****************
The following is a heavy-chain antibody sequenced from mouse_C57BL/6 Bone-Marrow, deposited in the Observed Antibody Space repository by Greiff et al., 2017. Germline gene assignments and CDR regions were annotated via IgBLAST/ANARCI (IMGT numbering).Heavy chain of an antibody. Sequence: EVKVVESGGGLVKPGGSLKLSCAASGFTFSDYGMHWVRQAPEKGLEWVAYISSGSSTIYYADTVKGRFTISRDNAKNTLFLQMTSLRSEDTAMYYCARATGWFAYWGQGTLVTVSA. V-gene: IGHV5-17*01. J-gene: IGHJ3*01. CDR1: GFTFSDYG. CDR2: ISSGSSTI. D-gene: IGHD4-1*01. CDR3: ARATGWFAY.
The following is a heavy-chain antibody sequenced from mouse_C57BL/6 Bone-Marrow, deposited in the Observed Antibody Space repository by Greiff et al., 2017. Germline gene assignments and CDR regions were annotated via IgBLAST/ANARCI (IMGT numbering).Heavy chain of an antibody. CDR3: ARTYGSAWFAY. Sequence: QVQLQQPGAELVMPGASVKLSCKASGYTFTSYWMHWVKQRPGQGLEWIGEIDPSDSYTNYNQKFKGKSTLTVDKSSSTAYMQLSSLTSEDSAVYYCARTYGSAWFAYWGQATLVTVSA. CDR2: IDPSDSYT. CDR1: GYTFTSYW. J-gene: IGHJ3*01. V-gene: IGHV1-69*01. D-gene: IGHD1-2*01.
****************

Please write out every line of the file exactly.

The following is a heavy-chain antibody sequenced from mouse_C57BL/6 Bone-Marrow, deposited in the Observed Antibody Space repository by Greiff et al., 2017. Germline gene assignments and CDR regions were annotated via IgBLAST/ANARCI (IMGT numbering).Heavy chain of an antibody. Sequence: EVKVVESGGGLVKPGGSLKLSCAASGFTFSDYGMHWVRQAPEKGLEWVAYISSGSSTIYYADTVKGRFTISRDNAKNTLFLQMTSLRSEDTAMYYCARATGWFAYWGQGTLVTVSA. V-gene: IGHV5-17*01. J-gene: IGHJ3*01. CDR1: GFTFSDYG. CDR2: ISSGSSTI. D-gene: IGHD4-1*01. CDR3: ARATGWFAY.
The following is a heavy-chain antibody sequenced from mouse_C57BL/6 Bone-Marrow, deposited in the Observed Antibody Space repository by Greiff et al., 2017. Germline gene assignments and CDR regions were annotated via IgBLAST/ANARCI (IMGT numbering).Heavy chain of an antibody. CDR3: ARTYGSAWFAY. Sequence: QVQLQQPGAELVMPGASVKLSCKASGYTFTSYWMHWVKQRPGQGLEWIGEIDPSDSYTNYNQKFKGKSTLTVDKSSSTAYMQLSSLTSEDSAVYYCARTYGSAWFAYWGQATLVTVSA. CDR2: IDPSDSYT. CDR1: GYTFTSYW. J-gene: IGHJ3*01. V-gene: IGHV1-69*01. D-gene: IGHD1-2*01.